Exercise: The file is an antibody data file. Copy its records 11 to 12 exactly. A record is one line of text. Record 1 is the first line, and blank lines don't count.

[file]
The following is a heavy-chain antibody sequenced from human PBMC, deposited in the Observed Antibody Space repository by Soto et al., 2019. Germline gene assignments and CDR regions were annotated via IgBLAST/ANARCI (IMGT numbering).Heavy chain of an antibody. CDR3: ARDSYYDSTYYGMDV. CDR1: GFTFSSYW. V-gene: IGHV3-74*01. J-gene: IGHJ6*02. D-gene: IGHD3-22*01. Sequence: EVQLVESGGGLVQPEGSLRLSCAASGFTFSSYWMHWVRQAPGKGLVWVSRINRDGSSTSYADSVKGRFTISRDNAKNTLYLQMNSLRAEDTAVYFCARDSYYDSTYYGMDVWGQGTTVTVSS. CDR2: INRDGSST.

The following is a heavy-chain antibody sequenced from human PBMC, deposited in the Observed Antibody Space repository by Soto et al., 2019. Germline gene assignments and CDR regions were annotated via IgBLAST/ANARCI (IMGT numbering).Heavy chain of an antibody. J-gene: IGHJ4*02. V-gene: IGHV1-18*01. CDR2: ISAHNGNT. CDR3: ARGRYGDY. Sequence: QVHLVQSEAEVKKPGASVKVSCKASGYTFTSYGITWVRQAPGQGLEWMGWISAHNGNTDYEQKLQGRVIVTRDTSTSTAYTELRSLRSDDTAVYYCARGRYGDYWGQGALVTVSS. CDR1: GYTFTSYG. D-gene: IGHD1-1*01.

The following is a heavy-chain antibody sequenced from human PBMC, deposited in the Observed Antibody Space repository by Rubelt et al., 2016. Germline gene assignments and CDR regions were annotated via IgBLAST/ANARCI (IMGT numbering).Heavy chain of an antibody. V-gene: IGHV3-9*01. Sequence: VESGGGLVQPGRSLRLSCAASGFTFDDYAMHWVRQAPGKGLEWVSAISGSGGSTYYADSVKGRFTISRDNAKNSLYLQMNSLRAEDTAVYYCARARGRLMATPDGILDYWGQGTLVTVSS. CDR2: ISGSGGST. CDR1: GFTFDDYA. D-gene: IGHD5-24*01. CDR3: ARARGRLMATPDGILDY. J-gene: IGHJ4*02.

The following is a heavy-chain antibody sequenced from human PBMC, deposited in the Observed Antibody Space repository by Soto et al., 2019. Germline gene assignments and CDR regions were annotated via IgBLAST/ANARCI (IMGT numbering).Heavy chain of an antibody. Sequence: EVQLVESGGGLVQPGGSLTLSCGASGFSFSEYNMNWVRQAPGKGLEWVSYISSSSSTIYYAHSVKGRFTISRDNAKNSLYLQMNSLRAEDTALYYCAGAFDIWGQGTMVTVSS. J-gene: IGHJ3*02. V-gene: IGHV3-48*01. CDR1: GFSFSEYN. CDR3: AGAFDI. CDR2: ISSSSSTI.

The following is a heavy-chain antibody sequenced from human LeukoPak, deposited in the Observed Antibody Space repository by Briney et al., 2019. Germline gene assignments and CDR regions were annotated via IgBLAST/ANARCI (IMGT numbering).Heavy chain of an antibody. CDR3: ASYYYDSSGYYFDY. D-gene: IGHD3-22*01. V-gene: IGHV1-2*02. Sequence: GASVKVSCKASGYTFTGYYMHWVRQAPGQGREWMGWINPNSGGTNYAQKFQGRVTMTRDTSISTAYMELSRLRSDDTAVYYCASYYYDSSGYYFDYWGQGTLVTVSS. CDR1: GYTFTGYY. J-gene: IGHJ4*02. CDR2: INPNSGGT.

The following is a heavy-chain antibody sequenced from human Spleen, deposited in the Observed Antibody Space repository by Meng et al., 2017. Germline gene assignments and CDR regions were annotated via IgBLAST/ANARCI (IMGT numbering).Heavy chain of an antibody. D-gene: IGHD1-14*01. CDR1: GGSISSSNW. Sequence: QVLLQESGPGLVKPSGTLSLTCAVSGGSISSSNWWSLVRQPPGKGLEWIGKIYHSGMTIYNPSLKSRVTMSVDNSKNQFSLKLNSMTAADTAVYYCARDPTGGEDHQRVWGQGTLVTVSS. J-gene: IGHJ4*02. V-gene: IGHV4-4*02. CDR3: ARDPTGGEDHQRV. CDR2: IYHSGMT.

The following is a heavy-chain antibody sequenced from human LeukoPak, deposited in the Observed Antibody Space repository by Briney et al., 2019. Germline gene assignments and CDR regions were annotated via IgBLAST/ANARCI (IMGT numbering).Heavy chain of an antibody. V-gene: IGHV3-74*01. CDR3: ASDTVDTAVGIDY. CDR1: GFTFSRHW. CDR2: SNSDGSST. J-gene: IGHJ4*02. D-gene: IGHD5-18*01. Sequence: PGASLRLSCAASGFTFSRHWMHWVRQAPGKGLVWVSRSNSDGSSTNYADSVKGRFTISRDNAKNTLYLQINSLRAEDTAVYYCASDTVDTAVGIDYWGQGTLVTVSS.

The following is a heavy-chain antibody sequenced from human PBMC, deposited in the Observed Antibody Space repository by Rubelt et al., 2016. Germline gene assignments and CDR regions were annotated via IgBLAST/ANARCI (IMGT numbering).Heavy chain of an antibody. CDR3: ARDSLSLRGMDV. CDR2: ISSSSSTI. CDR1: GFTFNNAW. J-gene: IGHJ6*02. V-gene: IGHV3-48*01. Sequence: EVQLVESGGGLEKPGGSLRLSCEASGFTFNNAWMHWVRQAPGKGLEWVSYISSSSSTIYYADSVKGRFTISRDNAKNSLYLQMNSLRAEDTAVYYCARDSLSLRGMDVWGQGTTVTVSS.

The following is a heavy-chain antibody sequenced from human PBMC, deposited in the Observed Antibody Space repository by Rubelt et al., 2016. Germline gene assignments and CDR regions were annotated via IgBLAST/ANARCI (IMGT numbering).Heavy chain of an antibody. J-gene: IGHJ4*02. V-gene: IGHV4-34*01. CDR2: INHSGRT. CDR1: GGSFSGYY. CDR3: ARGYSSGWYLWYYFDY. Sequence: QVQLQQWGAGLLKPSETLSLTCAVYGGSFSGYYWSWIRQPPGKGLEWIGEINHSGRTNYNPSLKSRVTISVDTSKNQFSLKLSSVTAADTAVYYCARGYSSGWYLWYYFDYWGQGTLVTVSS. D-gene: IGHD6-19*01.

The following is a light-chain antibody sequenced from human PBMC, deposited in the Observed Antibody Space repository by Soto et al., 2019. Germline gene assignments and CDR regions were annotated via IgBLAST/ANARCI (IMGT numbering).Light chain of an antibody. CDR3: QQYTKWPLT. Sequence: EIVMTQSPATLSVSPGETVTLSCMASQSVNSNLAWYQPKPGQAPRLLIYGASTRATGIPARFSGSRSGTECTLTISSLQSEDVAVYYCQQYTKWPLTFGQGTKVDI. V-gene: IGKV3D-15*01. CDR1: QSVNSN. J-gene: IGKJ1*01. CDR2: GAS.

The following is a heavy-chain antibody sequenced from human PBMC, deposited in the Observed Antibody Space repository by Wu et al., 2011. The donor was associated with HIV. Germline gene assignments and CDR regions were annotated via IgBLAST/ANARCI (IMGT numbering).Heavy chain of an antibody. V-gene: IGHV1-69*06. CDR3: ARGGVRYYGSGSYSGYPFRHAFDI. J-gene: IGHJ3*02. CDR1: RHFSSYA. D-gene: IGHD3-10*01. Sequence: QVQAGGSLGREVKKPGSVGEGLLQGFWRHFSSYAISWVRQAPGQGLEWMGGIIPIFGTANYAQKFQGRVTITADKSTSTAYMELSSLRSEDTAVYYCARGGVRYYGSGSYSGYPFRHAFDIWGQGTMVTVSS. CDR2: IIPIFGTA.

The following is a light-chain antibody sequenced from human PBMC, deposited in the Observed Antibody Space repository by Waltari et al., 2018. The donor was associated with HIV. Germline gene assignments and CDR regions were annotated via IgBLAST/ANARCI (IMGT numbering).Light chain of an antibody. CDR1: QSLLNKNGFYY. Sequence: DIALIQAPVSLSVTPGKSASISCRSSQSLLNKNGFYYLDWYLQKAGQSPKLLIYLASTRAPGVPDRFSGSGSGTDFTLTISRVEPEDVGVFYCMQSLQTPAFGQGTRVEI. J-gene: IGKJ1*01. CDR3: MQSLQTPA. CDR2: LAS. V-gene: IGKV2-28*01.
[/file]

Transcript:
The following is a heavy-chain antibody sequenced from human PBMC, deposited in the Observed Antibody Space repository by Wu et al., 2011. The donor was associated with HIV. Germline gene assignments and CDR regions were annotated via IgBLAST/ANARCI (IMGT numbering).Heavy chain of an antibody. V-gene: IGHV1-69*06. CDR3: ARGGVRYYGSGSYSGYPFRHAFDI. J-gene: IGHJ3*02. CDR1: RHFSSYA. D-gene: IGHD3-10*01. Sequence: QVQAGGSLGREVKKPGSVGEGLLQGFWRHFSSYAISWVRQAPGQGLEWMGGIIPIFGTANYAQKFQGRVTITADKSTSTAYMELSSLRSEDTAVYYCARGGVRYYGSGSYSGYPFRHAFDIWGQGTMVTVSS. CDR2: IIPIFGTA.

The following is a light-chain antibody sequenced from human PBMC, deposited in the Observed Antibody Space repository by Waltari et al., 2018. The donor was associated with HIV. Germline gene assignments and CDR regions were annotated via IgBLAST/ANARCI (IMGT numbering).Light chain of an antibody. CDR1: QSLLNKNGFYY. Sequence: DIALIQAPVSLSVTPGKSASISCRSSQSLLNKNGFYYLDWYLQKAGQSPKLLIYLASTRAPGVPDRFSGSGSGTDFTLTISRVEPEDVGVFYCMQSLQTPAFGQGTRVEI. J-gene: IGKJ1*01. CDR3: MQSLQTPA. CDR2: LAS. V-gene: IGKV2-28*01.